There are the four "lower" jhaanas ("absorptions") associated with the World of Form (ruupaloka), and the four "higher" jhaanas associated with the Formless World (aruupaloka). They are referred to in similar terms in the first eight sections of Samyutta 40 (not included in this Anthology) thus: 1. "With Thought-Conception" (savitakka); 2. "Without Thought-Conception" (avitakka); 3. "By Happiness" (sukhena); 4. "Balanced" (upekkhako); 5. "[Infinity of] Space" (aakaasa); 6. "[Infinity of] Consciousness" (viññaana); 7. "Nothingness" (akiñcañña); 8. "Neither-perception [nor-non-perception]" (nevasaññii). For further details of these absorptions, which are pre-Buddhist and not essential to the attainment of enlightenment, see BD.
It's good Sàriputta, you abide mostly in the abiding of Great Beings. Sàriputta, a bhikkhu who desires to abide in voidance most of the time should reflect. When going for alms along a certain path, or in a certain region, or returning along a certain path, does interest, or greed, or anger, or delusion, or aversion, arise in my mind on account of forms cognizable by eye consciousness?
"In the same way, when a monk's mind is held back, thoroughly held back, from the six media of sensory contact, his mind settles inwardly, grows steady, unified, & concentrated."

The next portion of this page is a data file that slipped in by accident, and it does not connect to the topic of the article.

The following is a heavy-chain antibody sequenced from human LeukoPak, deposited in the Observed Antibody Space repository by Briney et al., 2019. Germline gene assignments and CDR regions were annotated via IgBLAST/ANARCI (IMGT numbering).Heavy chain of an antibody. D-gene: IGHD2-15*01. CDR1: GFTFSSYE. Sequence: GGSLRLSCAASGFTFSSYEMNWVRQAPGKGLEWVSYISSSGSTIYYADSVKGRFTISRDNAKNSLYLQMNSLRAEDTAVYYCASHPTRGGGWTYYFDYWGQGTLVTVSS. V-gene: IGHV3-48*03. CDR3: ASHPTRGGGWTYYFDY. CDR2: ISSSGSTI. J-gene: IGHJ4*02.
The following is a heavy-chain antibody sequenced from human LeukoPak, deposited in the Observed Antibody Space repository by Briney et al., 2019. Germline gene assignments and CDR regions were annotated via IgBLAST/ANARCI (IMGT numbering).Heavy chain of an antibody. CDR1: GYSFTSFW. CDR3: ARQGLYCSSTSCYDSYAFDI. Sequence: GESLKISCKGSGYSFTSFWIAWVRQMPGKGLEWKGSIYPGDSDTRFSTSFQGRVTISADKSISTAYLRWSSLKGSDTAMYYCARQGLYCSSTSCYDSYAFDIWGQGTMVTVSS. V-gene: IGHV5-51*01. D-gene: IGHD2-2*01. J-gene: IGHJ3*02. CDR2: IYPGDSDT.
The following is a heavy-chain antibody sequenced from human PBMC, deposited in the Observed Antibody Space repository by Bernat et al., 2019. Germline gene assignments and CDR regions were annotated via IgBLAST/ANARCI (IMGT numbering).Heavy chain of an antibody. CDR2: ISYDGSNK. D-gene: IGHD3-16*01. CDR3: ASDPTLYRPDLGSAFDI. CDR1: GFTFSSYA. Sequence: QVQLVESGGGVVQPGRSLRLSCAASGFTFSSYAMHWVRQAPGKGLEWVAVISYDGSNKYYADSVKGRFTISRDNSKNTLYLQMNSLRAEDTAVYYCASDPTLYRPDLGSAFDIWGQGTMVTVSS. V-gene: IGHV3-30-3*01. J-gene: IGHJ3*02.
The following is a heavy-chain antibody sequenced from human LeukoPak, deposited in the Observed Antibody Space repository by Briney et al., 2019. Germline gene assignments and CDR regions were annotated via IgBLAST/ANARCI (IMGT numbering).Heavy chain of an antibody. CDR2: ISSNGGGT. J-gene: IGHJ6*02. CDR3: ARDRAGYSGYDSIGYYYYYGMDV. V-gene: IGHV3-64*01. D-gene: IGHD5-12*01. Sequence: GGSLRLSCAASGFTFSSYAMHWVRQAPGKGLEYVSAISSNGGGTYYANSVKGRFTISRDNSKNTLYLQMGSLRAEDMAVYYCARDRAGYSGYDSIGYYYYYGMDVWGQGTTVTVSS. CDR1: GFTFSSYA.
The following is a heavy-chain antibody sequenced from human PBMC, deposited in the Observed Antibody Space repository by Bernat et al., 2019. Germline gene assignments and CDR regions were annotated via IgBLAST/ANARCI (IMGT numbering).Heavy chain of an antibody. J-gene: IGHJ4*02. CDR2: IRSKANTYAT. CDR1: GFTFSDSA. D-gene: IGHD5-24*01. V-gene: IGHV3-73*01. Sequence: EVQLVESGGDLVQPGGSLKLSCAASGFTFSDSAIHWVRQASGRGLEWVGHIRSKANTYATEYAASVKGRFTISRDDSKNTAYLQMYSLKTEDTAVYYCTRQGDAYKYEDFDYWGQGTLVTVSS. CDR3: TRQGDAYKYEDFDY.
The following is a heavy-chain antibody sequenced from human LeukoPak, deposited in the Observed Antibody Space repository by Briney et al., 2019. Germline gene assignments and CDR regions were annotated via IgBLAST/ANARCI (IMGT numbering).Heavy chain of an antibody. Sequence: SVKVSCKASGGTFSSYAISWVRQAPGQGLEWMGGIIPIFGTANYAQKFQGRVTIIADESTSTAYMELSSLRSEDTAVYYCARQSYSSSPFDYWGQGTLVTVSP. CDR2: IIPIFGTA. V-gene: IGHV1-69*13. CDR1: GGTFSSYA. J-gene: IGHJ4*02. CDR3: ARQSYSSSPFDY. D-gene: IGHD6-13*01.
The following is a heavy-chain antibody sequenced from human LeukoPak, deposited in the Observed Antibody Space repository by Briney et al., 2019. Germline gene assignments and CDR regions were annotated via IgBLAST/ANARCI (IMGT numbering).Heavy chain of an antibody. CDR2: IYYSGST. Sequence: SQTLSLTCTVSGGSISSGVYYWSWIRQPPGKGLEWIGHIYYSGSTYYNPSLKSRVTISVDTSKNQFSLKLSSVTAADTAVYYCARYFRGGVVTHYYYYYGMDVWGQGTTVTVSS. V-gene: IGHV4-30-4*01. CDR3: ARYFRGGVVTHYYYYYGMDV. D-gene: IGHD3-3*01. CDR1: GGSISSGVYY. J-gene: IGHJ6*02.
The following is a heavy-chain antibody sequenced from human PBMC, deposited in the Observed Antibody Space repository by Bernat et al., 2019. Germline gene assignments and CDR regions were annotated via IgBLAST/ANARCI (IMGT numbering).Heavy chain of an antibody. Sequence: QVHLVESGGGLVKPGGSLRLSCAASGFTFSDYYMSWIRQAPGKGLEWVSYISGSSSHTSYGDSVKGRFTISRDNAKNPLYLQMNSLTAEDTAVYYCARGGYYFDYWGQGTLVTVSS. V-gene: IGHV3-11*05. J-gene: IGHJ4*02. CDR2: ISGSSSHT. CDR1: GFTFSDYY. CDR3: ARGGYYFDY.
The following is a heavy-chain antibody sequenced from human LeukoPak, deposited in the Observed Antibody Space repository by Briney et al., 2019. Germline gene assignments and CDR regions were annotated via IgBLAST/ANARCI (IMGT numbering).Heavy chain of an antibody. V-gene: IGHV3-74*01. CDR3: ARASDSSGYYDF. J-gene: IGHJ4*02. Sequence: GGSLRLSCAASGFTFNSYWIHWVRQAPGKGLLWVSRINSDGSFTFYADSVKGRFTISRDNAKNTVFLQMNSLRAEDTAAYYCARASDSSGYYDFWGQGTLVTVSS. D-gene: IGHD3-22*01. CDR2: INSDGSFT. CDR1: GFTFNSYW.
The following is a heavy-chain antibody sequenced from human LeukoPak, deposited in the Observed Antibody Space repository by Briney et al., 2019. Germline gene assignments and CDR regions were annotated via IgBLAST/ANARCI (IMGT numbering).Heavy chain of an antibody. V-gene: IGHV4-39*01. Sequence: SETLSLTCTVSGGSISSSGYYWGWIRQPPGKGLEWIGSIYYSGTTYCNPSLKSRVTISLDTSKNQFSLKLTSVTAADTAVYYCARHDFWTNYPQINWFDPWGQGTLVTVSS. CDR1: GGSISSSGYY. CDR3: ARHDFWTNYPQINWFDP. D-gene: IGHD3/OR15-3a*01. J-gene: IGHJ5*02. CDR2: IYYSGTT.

Nori said: It is difficult and painful, and I felt like I was going to die.
cooran wrote:Hello Nori,Nori said: It is difficult and painful, and I felt like I was going to die.
Interesting! How do you go when practising this way on a 10 day silent Retreat? I can't say that I've felt ill.
"In the beginning virtue is discussed,
In the middle, development of concentration,
And at the end, Nibbana:
The Simile of the Lute is thus composed."
What? Do you assume a 'living being,' Mara?
Do you take a position?
This is purely a pile of fabrications.
Here no living being
can be pinned down.
Just as when, with an assemblage of parts,
there's the word,
even so when aggregates are present,
there's the convention of
For only stress is what comes to be;
stress, what remains & falls away.
Nothing but stress comes to be.
Nothing ceases but stress.
cooran wrote:Dear Nori,
On a 10 day Retreat, everyone rises at 4 or 5 a.m. and goes to bed at 9.30 p.m. or later. One meditates intensively for the entire day (and occasionally all night) except for meals, a scheduled dhamma talk, and a scheduled practice talk, and a brief interview with the teacher 3 times during this period. This 10 day period is in total silence with eyes lowered (no gazing at the scenery), and the other sense doors guarded at all times. The purpose of the Retreat is to Guard the Sense Doors while intensively practising meditation.
I’ve just returned from such a retreat, and always take two days off work after this to ensure a gentle return to the flood of sense impressions in the day to day world.
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